A compromised tax bill

Dec. 27, 2010
A last-minute tax bill, hailed for the bipartisan compromise that produced it, leaves the oil and gas industry with much to fear.

A last-minute tax bill, hailed for the bipartisan compromise that produced it, leaves the oil and gas industry with much to fear. Perfection, of course, was never in prospect for legislation passed during the administration of President Barack Obama that extends tax cuts enacted during the administration of George W. Bush. Especially with its provisions on energy, however, the Tax Relief, Unemployment Insurance Reauthorization, and Job Creation Act of 2010 sets new standards for imperfection.

The best feature of the law is bipartisan recognition that something had to be done. With the nation's economic health still unsure, lawmakers could not allow tax rates to jump back to where they were before reductions of 2001 and 2003. They also could not allow the alternative minimum tax to smack millions more middle-class taxpayers. Both major political parties would have shared blame for the consequent economic pounding. Party leaders, therefore, compromised.

Who yielded what

Democrats yielded on their insistence that rate-cut extensions apply only to taxpayers with incomes below thresholds said to distinguish the wealthy from the otherwise. And many of them must have loathed the need to sustain any product of an administration they continue to portray as thoroughly wicked. Largely for these reasons, most Republicans claimed a political victory. But they compromised, too.

The bill extends the tax-rate reductions only for 2 years. As more Republicans than Democrats understand, tax-rate cuts designed to stimulate the economy must be permanent. Now, anyone planning investments must accommodate the threat of higher taxes at the end of the extension period. The new law further salutes the notion of stimulus through tax reduction with a lower payroll-tax rate for employees. But that cut lasts only 1 year.

To reach full force as a tool of economic stimulus, a tax-rate cut should be not only permanent but also accompanied by cuts in federal spending. By that standard, the new bill technically fails. It increases spending-directly with, for example, extended jobless benefits and investment aid for wind-energy projects and indirectly with tax credits for businesses and individuals. But the dollar amount looks small in comparison with a separate $1 trillion spending bill the Senate killed as the tax compromise became law.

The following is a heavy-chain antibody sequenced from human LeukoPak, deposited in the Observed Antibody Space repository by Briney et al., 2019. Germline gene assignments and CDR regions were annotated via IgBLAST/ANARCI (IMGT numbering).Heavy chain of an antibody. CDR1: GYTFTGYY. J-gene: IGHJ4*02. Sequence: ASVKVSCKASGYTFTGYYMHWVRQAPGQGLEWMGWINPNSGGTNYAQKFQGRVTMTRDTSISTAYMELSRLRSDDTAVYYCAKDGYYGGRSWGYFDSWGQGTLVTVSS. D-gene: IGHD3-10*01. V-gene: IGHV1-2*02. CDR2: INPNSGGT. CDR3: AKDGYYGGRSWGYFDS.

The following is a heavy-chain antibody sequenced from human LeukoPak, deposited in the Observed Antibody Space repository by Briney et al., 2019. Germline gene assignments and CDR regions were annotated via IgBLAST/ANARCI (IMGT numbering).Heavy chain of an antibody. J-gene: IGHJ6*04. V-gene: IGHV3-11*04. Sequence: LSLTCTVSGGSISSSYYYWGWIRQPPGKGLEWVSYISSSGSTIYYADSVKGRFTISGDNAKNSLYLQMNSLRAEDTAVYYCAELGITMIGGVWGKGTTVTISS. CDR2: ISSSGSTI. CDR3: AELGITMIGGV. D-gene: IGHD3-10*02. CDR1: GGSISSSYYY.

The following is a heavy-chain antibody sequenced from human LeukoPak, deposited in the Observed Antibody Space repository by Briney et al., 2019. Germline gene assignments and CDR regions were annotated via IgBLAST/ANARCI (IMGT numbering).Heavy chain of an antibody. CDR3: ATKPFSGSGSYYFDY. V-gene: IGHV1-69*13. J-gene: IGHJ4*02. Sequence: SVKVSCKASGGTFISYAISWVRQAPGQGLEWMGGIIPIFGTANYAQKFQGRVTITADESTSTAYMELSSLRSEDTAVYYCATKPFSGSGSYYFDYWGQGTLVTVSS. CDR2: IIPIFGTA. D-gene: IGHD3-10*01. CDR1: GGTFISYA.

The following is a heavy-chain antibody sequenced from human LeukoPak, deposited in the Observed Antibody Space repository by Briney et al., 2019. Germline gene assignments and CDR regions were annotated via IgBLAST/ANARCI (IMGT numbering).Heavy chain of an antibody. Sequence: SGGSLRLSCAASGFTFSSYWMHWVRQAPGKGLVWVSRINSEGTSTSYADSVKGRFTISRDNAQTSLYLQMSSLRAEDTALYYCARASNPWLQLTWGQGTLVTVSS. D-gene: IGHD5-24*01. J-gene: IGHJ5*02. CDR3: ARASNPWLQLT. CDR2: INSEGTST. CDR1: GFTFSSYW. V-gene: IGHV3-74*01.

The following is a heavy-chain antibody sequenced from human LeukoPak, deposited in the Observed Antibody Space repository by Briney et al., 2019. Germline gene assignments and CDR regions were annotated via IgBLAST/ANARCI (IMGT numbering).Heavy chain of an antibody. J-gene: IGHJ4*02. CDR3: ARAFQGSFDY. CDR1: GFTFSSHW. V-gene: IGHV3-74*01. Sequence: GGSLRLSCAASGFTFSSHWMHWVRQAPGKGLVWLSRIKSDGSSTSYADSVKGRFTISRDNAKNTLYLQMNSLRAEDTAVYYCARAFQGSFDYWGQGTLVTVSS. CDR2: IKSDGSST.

On balance, neither political party can gloat. Both sides saw the urgent need for action, and both compromised to make it happen. Both will fight another day over taxes and spending.

Meanwhile, neither party seems to have learned anything about the problems a government creates by making energy choices best left to markets. In addition to extending by a year a program under which wind-power developers receive taxpayer funding for as much as 30% of their projects, the tax bill reauthorizes tax credits for mandated, tariff-protected biofuels. A government that heaves public money at noncommercial energy-even after public support wanes, as it has for fuel ethanol-can't be expected to deal responsibly with the economic energy on which prosperity depends.

The oil and gas industry thus has no reason yet to think Republican gains in Congress last November mean a prompt end to one of its most trying political periods in modern memory. A test will come when lawmakers get serious about funding their spending spree. When Congress needs money, oil and gas companies should hide the cash box.

Obama's vision

Without question, Republican control of the House and gains in the Senate lower chances for realization of Obama's vision for oil and gas taxation, with its repeal of producer incentives, denial of tax breaks available to other industries, and other such horrors. But Republicans aren't yelling "Never!" about those ideas. When tax-cut push comes to deficit-reduction shove, something will have to give.

The tax bill averts economic disaster without providing sufficient stimulus, leaves in place a costly and ineffective approach to energy, and lets Obama claim new political footing characterized by compromise without having made him compromise much at all. It isn't a triumph.

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